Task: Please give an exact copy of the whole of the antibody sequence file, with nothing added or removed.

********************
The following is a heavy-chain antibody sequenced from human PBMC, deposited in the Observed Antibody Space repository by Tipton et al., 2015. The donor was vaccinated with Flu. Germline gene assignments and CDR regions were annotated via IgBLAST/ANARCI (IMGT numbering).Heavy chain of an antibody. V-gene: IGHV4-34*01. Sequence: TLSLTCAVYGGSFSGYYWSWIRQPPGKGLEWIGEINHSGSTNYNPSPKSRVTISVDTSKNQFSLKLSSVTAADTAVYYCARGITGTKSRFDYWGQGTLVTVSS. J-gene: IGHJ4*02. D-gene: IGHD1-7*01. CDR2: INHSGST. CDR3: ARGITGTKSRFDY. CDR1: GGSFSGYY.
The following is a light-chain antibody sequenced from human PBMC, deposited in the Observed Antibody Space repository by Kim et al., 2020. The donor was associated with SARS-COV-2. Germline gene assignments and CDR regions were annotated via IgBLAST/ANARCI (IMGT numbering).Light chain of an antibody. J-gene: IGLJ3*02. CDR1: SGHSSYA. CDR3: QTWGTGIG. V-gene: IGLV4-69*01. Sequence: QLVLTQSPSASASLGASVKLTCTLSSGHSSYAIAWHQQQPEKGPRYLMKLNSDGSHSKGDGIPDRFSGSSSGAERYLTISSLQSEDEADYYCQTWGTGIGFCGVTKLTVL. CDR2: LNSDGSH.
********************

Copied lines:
The following is a heavy-chain antibody sequenced from human PBMC, deposited in the Observed Antibody Space repository by Tipton et al., 2015. The donor was vaccinated with Flu. Germline gene assignments and CDR regions were annotated via IgBLAST/ANARCI (IMGT numbering).Heavy chain of an antibody. V-gene: IGHV4-34*01. Sequence: TLSLTCAVYGGSFSGYYWSWIRQPPGKGLEWIGEINHSGSTNYNPSPKSRVTISVDTSKNQFSLKLSSVTAADTAVYYCARGITGTKSRFDYWGQGTLVTVSS. J-gene: IGHJ4*02. D-gene: IGHD1-7*01. CDR2: INHSGST. CDR3: ARGITGTKSRFDY. CDR1: GGSFSGYY.
The following is a light-chain antibody sequenced from human PBMC, deposited in the Observed Antibody Space repository by Kim et al., 2020. The donor was associated with SARS-COV-2. Germline gene assignments and CDR regions were annotated via IgBLAST/ANARCI (IMGT numbering).Light chain of an antibody. J-gene: IGLJ3*02. CDR1: SGHSSYA. CDR3: QTWGTGIG. V-gene: IGLV4-69*01. Sequence: QLVLTQSPSASASLGASVKLTCTLSSGHSSYAIAWHQQQPEKGPRYLMKLNSDGSHSKGDGIPDRFSGSSSGAERYLTISSLQSEDEADYYCQTWGTGIGFCGVTKLTVL. CDR2: LNSDGSH.